Sharing the Love and Art of Japanese Cuisine
I’ve not officially met Nami from Just One Cookbook in person, although our communication via e-mail, along with my browse through her blog confirms my womanly instinct that she is a lovely person inside and out. Sit and sip a cup of hot tea…enjoy getting to know Nami as much as I have. Thank you to foodie Sandra for introducing us.
Sum up in a paragraph what Japanese cooking means to you.
As I live in the US, eating Japanese food helps keep me grounded and makes me feel connected to my home in Japan. After having kids, I make sure that my kids know where their heritage comes from by teaching them the language and cooking Japanese food at home. Japanese cuisine is known for its emphasis on seasonality of food, quality of ingredients, and presentation. Not just in restaurants, moms and housewives all over Japan consider each of the elements as they prepare their daily meals. This is apparent even in the lunch bento box kids bring to school everyday. Each bento box usually includes a variety of dishes, full of seasonal colors represented by different ingredients.
You have mentioned that you would like to pass on the love of cooking to your children…while they are very young what are some things that you allow them to participate in when you are preparing food in your kitchen?
As a food blogger, I take pictures during the cooking process as well as when the dish is complete. I try to cook while my kids are in school or taking naps so I can focus on my project. However, I also know the importance of involving kids in the kitchen. My mom taught me all the basics of cooking before I went to college and I was already familiar with many recipes. I want to do the same for my kids and so far they already show quite a bit of interest in cooking. As they grow older, I plan to teach them more and more kitchen skills such as cutting vegetables.
Are you a super-store or farm market shopper?
I used to enjoy farmer’s market until I became too occupied with kids’ activities. I really miss shopping for fresh produce at farmer’s market. I love finding new produce and checking out artisan bread and pastries. These days, I go to Japanese and Chinese supermarkets for Japanese/Asian ingredients once a week and I also shop quite a bit at Trader Joe’s. We go to Costco once a week as well to buy milk and fruits. My kids are fruit monsters and they finish lots of fruits in a week!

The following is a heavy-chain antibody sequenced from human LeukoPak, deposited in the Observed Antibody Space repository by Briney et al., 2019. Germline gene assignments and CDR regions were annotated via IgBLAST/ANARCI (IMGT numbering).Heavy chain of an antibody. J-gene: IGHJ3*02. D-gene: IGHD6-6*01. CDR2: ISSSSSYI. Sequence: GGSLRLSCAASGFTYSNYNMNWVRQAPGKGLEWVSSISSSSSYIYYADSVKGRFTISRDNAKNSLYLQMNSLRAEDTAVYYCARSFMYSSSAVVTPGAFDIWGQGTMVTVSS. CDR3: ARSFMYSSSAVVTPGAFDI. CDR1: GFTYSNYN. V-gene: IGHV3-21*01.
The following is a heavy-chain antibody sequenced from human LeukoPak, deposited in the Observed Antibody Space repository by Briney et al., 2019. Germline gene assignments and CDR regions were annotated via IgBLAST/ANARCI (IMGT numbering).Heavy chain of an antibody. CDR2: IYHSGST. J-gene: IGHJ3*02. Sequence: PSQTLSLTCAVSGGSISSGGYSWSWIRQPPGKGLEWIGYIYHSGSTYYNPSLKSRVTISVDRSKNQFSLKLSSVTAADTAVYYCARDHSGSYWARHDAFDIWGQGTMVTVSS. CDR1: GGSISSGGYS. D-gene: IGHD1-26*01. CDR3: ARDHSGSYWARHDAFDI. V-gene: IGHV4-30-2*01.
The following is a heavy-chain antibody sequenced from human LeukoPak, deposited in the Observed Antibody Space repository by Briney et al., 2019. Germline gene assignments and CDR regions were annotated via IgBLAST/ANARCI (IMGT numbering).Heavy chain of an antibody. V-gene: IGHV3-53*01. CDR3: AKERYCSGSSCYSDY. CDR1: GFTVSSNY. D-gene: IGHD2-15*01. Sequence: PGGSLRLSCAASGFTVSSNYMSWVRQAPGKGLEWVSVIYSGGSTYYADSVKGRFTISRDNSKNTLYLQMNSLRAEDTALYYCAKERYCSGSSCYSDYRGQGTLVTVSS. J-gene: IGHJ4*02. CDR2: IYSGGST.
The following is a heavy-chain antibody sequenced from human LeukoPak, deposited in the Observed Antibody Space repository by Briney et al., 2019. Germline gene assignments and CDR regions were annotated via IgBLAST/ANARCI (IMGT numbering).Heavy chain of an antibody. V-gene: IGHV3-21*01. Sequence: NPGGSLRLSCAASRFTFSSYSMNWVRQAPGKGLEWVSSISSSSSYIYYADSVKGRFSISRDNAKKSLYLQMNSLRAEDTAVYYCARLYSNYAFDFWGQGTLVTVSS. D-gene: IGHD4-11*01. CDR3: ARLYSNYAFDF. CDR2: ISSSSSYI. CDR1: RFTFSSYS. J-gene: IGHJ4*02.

If your husband buzzed you from the office that he was bringing home a few co-workers for a late dinner what are 3 or 4 things you would start whipping up in your kitchen?
Assuming that I have all the ingredients in pantry and fridge, I would prepare the dishes below because they are all easy, quick and yummy dishes…
1. Pork Shabu Salad with Ponzu Dressing has hints of Japanese citron (Ponzu), sesame and ginger.
2. Baby Carrot Beef Rolls is surprisingly easy to create and imparts a slightly sweet taste.
3. Chicken Karaage with Sweet Chili Sauce can be spicy-kissed for the adults and once you start eating this dish it’s hard to stop
4. Grilled Yellowtail Collar (Hamachi Kama) is very juicy and delicious!
What is your proudest moment as a food blogger. Please explain how it came about.
I’m sure most food bloggers feel the same way, but when someone makes a dish using my recipe from the blog and tells me how great it was, I always feel content and proud. These emails or comments are usually from people that I have never met in person, and they can be from anywhere in the world but I still feel connected to them. As far as the proudest moment, it’s probably the first time I was selected for the Foodbuzz Top 9. I was still a newcomer to the food blogging world and I never thought my recipe was going to be selected out of 4000+ posts from the Foodbuzz Community. It gave me a lot of confidence to continue sharing my recipes.
Nami was born and raised in Japan and now lives in San Francisco with her husband and 2 young children. Her website, Just One Cookbook, features quick & easy Japanese home cooking recipes with step-by-step pictorial directions. She shares not only traditional food such as Tempura and Tonkatsu, but also contemporary food that local Japanese restaurants in the US don’t offer, yet are enjoyed by most households in Japan. She enjoys cooking and eating good food, traveling, and spending time with family and friends.
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